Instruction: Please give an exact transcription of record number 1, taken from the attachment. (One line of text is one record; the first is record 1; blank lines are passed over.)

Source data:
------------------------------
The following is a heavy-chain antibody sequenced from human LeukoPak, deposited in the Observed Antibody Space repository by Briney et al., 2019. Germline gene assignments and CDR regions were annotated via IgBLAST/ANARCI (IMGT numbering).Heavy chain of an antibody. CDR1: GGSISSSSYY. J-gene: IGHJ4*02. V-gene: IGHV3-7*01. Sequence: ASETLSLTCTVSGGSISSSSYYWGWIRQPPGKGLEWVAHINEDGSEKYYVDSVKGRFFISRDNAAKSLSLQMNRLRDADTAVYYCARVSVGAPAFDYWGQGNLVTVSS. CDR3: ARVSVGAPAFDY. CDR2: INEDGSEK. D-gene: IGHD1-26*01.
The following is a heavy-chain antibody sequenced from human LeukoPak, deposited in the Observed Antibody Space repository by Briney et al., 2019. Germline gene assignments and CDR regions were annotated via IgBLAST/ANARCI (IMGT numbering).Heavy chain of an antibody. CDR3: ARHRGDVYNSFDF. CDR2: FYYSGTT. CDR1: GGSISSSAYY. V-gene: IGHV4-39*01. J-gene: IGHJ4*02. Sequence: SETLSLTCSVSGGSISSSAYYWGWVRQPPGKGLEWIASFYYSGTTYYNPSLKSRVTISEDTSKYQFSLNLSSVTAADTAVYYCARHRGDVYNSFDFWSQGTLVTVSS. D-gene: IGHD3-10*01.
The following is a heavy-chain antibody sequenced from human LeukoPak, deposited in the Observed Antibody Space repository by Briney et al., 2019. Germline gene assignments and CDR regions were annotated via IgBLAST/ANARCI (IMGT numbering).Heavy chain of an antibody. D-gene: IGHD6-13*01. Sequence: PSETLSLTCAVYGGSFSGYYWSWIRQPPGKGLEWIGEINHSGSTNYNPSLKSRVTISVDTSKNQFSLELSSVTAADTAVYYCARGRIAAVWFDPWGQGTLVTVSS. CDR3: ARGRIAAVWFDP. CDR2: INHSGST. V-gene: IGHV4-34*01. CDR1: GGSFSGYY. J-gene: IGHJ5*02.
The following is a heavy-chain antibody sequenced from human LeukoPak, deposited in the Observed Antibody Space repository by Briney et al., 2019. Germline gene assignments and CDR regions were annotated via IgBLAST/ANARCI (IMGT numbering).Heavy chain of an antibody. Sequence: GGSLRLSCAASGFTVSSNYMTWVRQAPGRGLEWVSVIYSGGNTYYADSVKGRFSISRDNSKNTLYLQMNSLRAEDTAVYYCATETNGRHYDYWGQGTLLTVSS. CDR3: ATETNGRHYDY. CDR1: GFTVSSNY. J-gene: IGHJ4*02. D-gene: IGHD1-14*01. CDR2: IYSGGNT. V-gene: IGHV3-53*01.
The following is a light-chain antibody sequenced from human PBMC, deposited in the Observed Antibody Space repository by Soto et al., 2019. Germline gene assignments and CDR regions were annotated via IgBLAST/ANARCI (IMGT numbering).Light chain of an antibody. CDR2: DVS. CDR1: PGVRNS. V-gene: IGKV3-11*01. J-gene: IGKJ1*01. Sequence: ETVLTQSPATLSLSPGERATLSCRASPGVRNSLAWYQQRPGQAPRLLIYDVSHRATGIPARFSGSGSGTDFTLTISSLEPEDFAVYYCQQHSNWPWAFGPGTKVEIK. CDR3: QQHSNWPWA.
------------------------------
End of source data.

The following is a heavy-chain antibody sequenced from human LeukoPak, deposited in the Observed Antibody Space repository by Briney et al., 2019. Germline gene assignments and CDR regions were annotated via IgBLAST/ANARCI (IMGT numbering).Heavy chain of an antibody. CDR1: GGSISSSSYY. J-gene: IGHJ4*02. V-gene: IGHV3-7*01. Sequence: ASETLSLTCTVSGGSISSSSYYWGWIRQPPGKGLEWVAHINEDGSEKYYVDSVKGRFFISRDNAAKSLSLQMNRLRDADTAVYYCARVSVGAPAFDYWGQGNLVTVSS. CDR3: ARVSVGAPAFDY. CDR2: INEDGSEK. D-gene: IGHD1-26*01.